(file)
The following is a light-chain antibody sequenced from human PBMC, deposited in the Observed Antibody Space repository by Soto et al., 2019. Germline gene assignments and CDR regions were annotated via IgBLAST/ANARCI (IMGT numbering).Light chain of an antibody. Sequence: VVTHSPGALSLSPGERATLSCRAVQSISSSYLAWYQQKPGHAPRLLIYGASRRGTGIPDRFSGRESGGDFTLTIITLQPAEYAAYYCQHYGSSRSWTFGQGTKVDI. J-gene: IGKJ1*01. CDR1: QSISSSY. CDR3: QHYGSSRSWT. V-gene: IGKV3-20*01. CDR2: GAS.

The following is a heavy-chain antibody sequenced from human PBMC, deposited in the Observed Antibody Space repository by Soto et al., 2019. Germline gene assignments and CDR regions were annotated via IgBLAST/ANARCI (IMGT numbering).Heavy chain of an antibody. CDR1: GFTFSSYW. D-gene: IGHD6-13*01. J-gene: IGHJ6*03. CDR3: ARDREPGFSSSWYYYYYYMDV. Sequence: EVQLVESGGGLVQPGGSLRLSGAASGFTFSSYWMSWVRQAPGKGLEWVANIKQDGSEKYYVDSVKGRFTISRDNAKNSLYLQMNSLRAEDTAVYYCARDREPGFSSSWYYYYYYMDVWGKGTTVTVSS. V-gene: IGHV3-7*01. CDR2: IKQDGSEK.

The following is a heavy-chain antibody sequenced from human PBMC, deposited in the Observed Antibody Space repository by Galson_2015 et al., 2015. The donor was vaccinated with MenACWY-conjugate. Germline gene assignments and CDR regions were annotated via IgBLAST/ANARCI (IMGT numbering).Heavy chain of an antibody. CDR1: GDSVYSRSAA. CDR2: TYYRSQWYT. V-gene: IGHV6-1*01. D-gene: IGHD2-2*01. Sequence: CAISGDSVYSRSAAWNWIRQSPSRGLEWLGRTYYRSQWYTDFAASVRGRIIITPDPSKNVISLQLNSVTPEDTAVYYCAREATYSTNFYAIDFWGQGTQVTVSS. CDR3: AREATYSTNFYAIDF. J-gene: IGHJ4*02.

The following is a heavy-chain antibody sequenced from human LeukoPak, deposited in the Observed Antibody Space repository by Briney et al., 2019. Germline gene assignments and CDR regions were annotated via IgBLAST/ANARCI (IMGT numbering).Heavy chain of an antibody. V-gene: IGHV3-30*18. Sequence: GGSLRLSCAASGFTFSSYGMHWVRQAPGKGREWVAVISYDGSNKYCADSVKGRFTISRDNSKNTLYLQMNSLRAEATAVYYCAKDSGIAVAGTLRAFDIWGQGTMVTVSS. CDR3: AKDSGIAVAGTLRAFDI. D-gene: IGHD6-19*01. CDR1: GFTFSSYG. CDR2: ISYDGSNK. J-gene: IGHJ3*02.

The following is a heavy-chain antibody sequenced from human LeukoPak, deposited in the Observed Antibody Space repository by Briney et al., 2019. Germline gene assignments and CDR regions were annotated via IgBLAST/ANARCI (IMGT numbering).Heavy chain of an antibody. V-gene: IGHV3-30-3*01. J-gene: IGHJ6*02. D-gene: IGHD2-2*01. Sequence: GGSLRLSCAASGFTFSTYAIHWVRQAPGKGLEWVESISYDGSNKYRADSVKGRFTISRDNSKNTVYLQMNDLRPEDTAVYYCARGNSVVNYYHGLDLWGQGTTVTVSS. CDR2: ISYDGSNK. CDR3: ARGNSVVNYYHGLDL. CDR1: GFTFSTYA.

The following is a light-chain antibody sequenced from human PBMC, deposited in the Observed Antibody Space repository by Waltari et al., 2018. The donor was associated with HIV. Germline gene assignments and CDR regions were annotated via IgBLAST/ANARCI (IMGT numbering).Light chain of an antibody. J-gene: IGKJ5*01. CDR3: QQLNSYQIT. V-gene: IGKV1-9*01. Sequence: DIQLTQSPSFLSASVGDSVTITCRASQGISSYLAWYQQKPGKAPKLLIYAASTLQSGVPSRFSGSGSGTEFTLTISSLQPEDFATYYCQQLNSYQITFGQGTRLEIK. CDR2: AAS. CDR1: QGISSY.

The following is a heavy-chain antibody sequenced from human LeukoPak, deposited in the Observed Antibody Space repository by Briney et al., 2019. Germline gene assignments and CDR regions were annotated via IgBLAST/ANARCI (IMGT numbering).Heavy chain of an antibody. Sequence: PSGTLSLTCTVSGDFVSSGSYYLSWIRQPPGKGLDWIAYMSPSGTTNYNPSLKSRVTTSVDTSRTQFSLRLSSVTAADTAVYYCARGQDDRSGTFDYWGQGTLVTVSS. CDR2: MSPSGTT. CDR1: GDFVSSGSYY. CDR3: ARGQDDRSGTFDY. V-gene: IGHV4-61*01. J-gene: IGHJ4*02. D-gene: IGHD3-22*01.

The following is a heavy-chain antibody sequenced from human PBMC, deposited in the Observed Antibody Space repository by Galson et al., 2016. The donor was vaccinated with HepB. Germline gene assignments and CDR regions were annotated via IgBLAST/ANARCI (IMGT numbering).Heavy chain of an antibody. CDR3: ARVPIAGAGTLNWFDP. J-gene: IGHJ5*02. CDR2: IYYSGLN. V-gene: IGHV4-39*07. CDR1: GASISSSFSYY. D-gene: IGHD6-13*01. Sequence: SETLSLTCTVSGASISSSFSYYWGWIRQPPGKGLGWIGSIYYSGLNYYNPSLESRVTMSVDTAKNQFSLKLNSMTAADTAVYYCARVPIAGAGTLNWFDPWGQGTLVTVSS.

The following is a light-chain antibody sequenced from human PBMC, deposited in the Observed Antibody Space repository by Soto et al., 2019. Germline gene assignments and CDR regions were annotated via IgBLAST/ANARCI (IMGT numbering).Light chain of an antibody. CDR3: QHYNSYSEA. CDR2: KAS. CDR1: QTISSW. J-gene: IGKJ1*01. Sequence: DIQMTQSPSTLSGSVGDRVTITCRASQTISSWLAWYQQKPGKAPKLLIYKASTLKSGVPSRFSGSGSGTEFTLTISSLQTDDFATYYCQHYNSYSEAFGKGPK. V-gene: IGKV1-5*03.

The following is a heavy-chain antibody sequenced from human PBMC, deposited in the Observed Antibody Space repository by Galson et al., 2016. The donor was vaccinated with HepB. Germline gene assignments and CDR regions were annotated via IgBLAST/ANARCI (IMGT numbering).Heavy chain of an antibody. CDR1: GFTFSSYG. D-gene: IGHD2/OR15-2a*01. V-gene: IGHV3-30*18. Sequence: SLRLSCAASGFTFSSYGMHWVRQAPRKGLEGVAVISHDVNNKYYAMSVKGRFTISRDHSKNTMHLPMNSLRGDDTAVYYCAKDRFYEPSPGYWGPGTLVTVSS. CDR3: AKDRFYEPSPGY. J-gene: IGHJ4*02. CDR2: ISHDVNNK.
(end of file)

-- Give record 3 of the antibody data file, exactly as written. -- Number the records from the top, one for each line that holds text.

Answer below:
The following is a heavy-chain antibody sequenced from human PBMC, deposited in the Observed Antibody Space repository by Galson_2015 et al., 2015. The donor was vaccinated with MenACWY-conjugate. Germline gene assignments and CDR regions were annotated via IgBLAST/ANARCI (IMGT numbering).Heavy chain of an antibody. CDR1: GDSVYSRSAA. CDR2: TYYRSQWYT. V-gene: IGHV6-1*01. D-gene: IGHD2-2*01. Sequence: CAISGDSVYSRSAAWNWIRQSPSRGLEWLGRTYYRSQWYTDFAASVRGRIIITPDPSKNVISLQLNSVTPEDTAVYYCAREATYSTNFYAIDFWGQGTQVTVSS. CDR3: AREATYSTNFYAIDF. J-gene: IGHJ4*02.